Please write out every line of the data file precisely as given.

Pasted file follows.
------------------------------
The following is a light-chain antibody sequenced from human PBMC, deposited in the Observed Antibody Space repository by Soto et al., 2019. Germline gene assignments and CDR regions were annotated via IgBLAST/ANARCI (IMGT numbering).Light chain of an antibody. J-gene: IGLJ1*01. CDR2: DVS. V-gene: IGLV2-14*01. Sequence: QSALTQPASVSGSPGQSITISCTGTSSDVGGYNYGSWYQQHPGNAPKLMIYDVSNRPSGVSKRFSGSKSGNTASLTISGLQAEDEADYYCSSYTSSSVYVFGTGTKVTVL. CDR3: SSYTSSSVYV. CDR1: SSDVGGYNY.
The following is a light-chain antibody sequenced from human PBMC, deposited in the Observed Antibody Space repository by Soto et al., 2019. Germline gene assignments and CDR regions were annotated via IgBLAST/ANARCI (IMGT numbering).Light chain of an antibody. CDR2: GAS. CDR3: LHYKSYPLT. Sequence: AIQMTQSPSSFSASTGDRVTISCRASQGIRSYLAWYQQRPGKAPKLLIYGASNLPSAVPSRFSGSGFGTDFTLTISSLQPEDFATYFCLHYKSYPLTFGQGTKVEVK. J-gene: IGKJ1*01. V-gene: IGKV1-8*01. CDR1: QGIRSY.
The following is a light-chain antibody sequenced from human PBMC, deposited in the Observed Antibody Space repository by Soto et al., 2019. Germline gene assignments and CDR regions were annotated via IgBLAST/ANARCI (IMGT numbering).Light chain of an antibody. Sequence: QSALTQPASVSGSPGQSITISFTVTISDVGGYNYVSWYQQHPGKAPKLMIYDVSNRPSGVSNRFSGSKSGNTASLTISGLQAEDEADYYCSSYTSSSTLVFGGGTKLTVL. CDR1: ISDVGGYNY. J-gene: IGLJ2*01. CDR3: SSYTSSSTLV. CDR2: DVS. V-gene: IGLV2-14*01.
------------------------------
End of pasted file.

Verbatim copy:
The following is a light-chain antibody sequenced from human PBMC, deposited in the Observed Antibody Space repository by Soto et al., 2019. Germline gene assignments and CDR regions were annotated via IgBLAST/ANARCI (IMGT numbering).Light chain of an antibody. J-gene: IGLJ1*01. CDR2: DVS. V-gene: IGLV2-14*01. Sequence: QSALTQPASVSGSPGQSITISCTGTSSDVGGYNYGSWYQQHPGNAPKLMIYDVSNRPSGVSKRFSGSKSGNTASLTISGLQAEDEADYYCSSYTSSSVYVFGTGTKVTVL. CDR3: SSYTSSSVYV. CDR1: SSDVGGYNY.
The following is a light-chain antibody sequenced from human PBMC, deposited in the Observed Antibody Space repository by Soto et al., 2019. Germline gene assignments and CDR regions were annotated via IgBLAST/ANARCI (IMGT numbering).Light chain of an antibody. CDR2: GAS. CDR3: LHYKSYPLT. Sequence: AIQMTQSPSSFSASTGDRVTISCRASQGIRSYLAWYQQRPGKAPKLLIYGASNLPSAVPSRFSGSGFGTDFTLTISSLQPEDFATYFCLHYKSYPLTFGQGTKVEVK. J-gene: IGKJ1*01. V-gene: IGKV1-8*01. CDR1: QGIRSY.
The following is a light-chain antibody sequenced from human PBMC, deposited in the Observed Antibody Space repository by Soto et al., 2019. Germline gene assignments and CDR regions were annotated via IgBLAST/ANARCI (IMGT numbering).Light chain of an antibody. Sequence: QSALTQPASVSGSPGQSITISFTVTISDVGGYNYVSWYQQHPGKAPKLMIYDVSNRPSGVSNRFSGSKSGNTASLTISGLQAEDEADYYCSSYTSSSTLVFGGGTKLTVL. CDR1: ISDVGGYNY. J-gene: IGLJ2*01. CDR3: SSYTSSSTLV. CDR2: DVS. V-gene: IGLV2-14*01.